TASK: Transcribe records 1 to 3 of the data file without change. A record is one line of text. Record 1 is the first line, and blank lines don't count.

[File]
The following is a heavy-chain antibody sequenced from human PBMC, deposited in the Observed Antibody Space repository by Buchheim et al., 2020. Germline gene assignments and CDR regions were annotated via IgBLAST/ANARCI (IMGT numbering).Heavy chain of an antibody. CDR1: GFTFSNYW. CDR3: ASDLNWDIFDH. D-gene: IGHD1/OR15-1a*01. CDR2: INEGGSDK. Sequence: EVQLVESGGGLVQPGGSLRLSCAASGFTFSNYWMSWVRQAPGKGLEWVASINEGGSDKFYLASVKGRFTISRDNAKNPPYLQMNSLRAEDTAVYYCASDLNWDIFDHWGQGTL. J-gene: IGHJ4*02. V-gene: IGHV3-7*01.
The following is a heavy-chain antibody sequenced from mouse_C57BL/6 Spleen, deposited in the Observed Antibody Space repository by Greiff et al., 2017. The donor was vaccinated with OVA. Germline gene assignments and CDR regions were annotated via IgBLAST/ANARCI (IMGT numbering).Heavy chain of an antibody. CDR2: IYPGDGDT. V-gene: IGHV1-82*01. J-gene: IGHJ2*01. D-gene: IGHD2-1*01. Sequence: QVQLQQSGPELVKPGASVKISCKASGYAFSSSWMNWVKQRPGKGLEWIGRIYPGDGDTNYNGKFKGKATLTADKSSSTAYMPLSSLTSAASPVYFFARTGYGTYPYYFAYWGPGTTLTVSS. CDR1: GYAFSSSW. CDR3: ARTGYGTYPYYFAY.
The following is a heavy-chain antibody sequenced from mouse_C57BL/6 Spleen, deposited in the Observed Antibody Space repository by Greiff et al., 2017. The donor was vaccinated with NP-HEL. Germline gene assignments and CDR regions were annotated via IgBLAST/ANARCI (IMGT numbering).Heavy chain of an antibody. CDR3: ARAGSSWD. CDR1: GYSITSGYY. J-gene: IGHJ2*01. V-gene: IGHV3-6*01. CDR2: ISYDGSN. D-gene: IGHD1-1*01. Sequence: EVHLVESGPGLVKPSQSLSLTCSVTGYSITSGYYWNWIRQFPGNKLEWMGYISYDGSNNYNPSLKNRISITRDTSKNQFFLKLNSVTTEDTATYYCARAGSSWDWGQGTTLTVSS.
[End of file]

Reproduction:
The following is a heavy-chain antibody sequenced from human PBMC, deposited in the Observed Antibody Space repository by Buchheim et al., 2020. Germline gene assignments and CDR regions were annotated via IgBLAST/ANARCI (IMGT numbering).Heavy chain of an antibody. CDR1: GFTFSNYW. CDR3: ASDLNWDIFDH. D-gene: IGHD1/OR15-1a*01. CDR2: INEGGSDK. Sequence: EVQLVESGGGLVQPGGSLRLSCAASGFTFSNYWMSWVRQAPGKGLEWVASINEGGSDKFYLASVKGRFTISRDNAKNPPYLQMNSLRAEDTAVYYCASDLNWDIFDHWGQGTL. J-gene: IGHJ4*02. V-gene: IGHV3-7*01.
The following is a heavy-chain antibody sequenced from mouse_C57BL/6 Spleen, deposited in the Observed Antibody Space repository by Greiff et al., 2017. The donor was vaccinated with OVA. Germline gene assignments and CDR regions were annotated via IgBLAST/ANARCI (IMGT numbering).Heavy chain of an antibody. CDR2: IYPGDGDT. V-gene: IGHV1-82*01. J-gene: IGHJ2*01. D-gene: IGHD2-1*01. Sequence: QVQLQQSGPELVKPGASVKISCKASGYAFSSSWMNWVKQRPGKGLEWIGRIYPGDGDTNYNGKFKGKATLTADKSSSTAYMPLSSLTSAASPVYFFARTGYGTYPYYFAYWGPGTTLTVSS. CDR1: GYAFSSSW. CDR3: ARTGYGTYPYYFAY.
The following is a heavy-chain antibody sequenced from mouse_C57BL/6 Spleen, deposited in the Observed Antibody Space repository by Greiff et al., 2017. The donor was vaccinated with NP-HEL. Germline gene assignments and CDR regions were annotated via IgBLAST/ANARCI (IMGT numbering).Heavy chain of an antibody. CDR3: ARAGSSWD. CDR1: GYSITSGYY. J-gene: IGHJ2*01. V-gene: IGHV3-6*01. CDR2: ISYDGSN. D-gene: IGHD1-1*01. Sequence: EVHLVESGPGLVKPSQSLSLTCSVTGYSITSGYYWNWIRQFPGNKLEWMGYISYDGSNNYNPSLKNRISITRDTSKNQFFLKLNSVTTEDTATYYCARAGSSWDWGQGTTLTVSS.